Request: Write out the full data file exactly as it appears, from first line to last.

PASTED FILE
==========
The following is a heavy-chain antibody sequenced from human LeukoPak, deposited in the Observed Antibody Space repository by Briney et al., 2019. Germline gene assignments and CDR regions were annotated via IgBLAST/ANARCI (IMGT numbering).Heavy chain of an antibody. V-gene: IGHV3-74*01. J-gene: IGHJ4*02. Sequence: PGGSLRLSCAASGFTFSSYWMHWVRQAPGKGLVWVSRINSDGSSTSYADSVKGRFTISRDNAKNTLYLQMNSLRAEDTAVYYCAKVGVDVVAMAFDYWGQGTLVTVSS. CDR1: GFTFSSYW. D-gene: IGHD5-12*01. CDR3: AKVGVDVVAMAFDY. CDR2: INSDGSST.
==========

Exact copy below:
The following is a heavy-chain antibody sequenced from human LeukoPak, deposited in the Observed Antibody Space repository by Briney et al., 2019. Germline gene assignments and CDR regions were annotated via IgBLAST/ANARCI (IMGT numbering).Heavy chain of an antibody. V-gene: IGHV3-74*01. J-gene: IGHJ4*02. Sequence: PGGSLRLSCAASGFTFSSYWMHWVRQAPGKGLVWVSRINSDGSSTSYADSVKGRFTISRDNAKNTLYLQMNSLRAEDTAVYYCAKVGVDVVAMAFDYWGQGTLVTVSS. CDR1: GFTFSSYW. D-gene: IGHD5-12*01. CDR3: AKVGVDVVAMAFDY. CDR2: INSDGSST.